At St Philomena School, History is a core subject. Who were Plato and Aristotle? Cicero and Marcus Aurelius? Charlemagne and William the Conqueror? Lorenzo de Medici and Oliver Cromwell? By the end of grade seven, our children are expected to be well acquainted with them and all of the most important figures in Western history by the time they progress to high school.
Our view of history shapes the way we view the present, and consequently influences the choices we make in the future. The civilised west, in which Australia was founded and continues to subsist, is for the most part a product of political and cultural institutions forged in ancient times and developed over the last two millennia. To understand who and what we are, we must know whence we came.
The school is committed to fulfilling the requirements of the incoming National Curriculum. Nevertheless, it hopes to surpass them by providing the students with a thorough knowledge, not only of Australian but also of world history, from the classical world to the present.
Latin’s a dead language,
As dead as dead could be.
It killed off all the Roman’s,
And now it’s killing me.
As the above ditty often found in old Latin textbooks indicates, Latin is a dead tongue; nowhere in the world is Latin spoken as a first language. One might inquire as to the purpose of studying such a seemingly purposeless subject. Would it not be better to study Chinese, or Japanese or Indonesian?
While these languages certainly have their relevance for Australian children in the twenty-first century, and is of use in understanding our neighbours, Latin helps Australian children to understand who they are. Western civilisation has a Latin foundation: Latin in language and Latin in its political, legal and cultural institutions. So many great works of prose, poetry, and music have been written in Latin, and exposure to them in the original language ennobles the mind through the noble sentiments such art communicates.
In a Catholic School, where the sacred liturgy is offered in Latin, studying this language has an immediate importance in the life of the school. The children learn, moreover, to sing the ancient Gregorian Chants at Missa Cantatas (Sung Masses) and Benediction of the Blessed Sacrament.
Even were one never to make use of Latin after school, this particular discipline gives many other benefits. The student of Latin, for instance, can easily go on to learn Italian, French or Spanish; even non-Romance languages can more easily be picked up, thanks to a deeper grammatical understanding that the study of Latin ensures.
Perhaps the greatest benefit of Latin, however, is that it trains the mind to think analytically and to pay attention to detail. Every sentence must be as carefully constructed as a masterpiece of joinery; every part must fit perfectly, if the end result is to be a thing of beauty. There are so many word endings in Latin, so many possibilities to make errors, that no progress can be made without a great deal of concentration and sense of pride in one’s work. The memory is another beneficiary of Latin study, since not only vocabulary, but long lists of declensions and conjugations must be learned by rote.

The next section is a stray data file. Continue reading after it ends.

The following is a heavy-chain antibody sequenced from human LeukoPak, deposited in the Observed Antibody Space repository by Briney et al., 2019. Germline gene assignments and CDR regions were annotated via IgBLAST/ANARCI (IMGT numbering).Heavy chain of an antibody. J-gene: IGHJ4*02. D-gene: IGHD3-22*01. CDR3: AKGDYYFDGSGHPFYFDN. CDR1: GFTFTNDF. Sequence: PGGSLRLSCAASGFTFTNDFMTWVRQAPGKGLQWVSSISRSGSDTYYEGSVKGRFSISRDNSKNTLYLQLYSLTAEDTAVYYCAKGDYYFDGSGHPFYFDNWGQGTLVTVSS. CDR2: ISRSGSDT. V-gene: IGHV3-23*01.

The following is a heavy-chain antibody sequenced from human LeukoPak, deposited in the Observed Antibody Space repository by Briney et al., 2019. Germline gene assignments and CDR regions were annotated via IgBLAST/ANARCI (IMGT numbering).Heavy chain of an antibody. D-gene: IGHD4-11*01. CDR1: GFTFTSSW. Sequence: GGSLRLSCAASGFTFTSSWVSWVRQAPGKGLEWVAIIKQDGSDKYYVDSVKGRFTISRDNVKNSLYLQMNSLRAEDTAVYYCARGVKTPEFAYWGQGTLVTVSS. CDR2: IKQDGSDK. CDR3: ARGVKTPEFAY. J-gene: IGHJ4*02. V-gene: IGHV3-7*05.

Latin as a school subject has been neglected on account of its apparent uselessness. We maintain that if it improves our cultural literacy and helps equip the mind with the skills outlined above, Latin is a subject that should at least take equal place among the other subjects.
At St Philomena School we seek to foster a life long love of reading. To this end, we hold in special place the study of classical literary works to lead our students to an appreciation of “the best that has been thought and said in the world” and inspire them to apply these profound lessons to their own lives.
Classical works of literature are valued especially because they use language artfully to teach universally accepted notions of what is true, good and beautiful. For that reason, when selecting books, St Philomena School looks for three things: literary language; worthy stories and characters; and quality illustrations. The choice of books seeks to answer the following questions: Does this story ennoble the child’s mind? What aesthetic, intellectual and moral models does it place before him? Will it help with the formation of better character in the student?
Logic is divided into two areas: formal logic and material logic. A brief summary of each is given below.
Formal Logic. Formal Logic is the art of right reasoning and teaches the student to analyse the term through the process of simple apprehension, the proposition through judgement and the syllogism through deductive inference. The student learns to formulate simple categorical syllogisms and detect fallacies in the same. This training to formulate a logical argument develops the analytical skills of the mind and the ability to both argue a point based on sound logical principles and to avoid sophisms. The student will then progress to formulating more complex syllogisms.
Material Logic. The student hereby shifts his or her attention from dialectics to metaphysical epistemology. This includes a study of the transcendentals: the one, the true, the good and the beautiful. If formal logic is concerned more with the validity of an argument, material logic is concerned more with the truth of an argument. The two studies united enable the student to formulate a sound argument.
St Philomena School 61 Koplick Road, Park Ridge, Queensland, QLD 4125
Tel: (07) 3802 0088
Fax: (07) 3802 0360